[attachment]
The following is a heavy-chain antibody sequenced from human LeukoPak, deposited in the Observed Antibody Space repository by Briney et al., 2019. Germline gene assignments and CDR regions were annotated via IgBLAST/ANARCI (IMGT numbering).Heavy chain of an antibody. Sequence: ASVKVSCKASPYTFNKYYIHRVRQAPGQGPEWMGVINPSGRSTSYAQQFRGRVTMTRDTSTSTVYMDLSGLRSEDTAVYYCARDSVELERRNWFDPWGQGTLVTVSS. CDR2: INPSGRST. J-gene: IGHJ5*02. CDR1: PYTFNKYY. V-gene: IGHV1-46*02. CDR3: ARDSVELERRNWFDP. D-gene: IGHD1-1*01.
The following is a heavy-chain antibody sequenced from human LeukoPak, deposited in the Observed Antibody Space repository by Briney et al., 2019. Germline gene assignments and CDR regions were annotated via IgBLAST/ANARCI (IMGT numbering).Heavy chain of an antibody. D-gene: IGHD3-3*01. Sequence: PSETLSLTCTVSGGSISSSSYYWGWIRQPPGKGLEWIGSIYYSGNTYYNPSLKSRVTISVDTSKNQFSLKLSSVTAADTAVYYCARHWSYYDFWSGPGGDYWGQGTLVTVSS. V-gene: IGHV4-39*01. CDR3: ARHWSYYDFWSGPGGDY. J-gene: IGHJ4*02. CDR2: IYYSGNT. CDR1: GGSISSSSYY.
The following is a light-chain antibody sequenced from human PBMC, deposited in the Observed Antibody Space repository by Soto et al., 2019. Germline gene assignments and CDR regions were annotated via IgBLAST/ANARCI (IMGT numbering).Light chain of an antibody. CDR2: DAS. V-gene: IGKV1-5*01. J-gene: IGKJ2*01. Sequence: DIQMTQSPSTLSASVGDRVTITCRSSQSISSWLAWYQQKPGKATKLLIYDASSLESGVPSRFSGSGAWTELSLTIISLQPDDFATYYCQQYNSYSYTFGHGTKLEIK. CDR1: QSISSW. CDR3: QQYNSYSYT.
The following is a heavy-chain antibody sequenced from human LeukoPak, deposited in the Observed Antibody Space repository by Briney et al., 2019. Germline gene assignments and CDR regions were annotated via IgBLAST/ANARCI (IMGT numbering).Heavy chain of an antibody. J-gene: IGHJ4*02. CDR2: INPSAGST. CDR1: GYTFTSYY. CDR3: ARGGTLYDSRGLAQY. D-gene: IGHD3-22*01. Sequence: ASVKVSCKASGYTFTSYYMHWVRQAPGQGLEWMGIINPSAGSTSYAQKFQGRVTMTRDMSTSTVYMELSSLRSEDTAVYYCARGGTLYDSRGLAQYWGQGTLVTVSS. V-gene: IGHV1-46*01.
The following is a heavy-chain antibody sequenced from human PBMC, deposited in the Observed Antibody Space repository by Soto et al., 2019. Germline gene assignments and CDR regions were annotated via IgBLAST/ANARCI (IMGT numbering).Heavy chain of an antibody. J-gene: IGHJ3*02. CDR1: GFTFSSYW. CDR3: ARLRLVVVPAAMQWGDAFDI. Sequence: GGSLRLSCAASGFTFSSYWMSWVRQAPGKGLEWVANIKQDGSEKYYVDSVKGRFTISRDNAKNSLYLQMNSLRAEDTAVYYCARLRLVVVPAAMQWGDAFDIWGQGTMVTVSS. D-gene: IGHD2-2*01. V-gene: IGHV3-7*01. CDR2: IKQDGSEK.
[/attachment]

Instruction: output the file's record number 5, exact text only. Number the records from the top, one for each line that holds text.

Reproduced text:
The following is a heavy-chain antibody sequenced from human PBMC, deposited in the Observed Antibody Space repository by Soto et al., 2019. Germline gene assignments and CDR regions were annotated via IgBLAST/ANARCI (IMGT numbering).Heavy chain of an antibody. J-gene: IGHJ3*02. CDR1: GFTFSSYW. CDR3: ARLRLVVVPAAMQWGDAFDI. Sequence: GGSLRLSCAASGFTFSSYWMSWVRQAPGKGLEWVANIKQDGSEKYYVDSVKGRFTISRDNAKNSLYLQMNSLRAEDTAVYYCARLRLVVVPAAMQWGDAFDIWGQGTMVTVSS. D-gene: IGHD2-2*01. V-gene: IGHV3-7*01. CDR2: IKQDGSEK.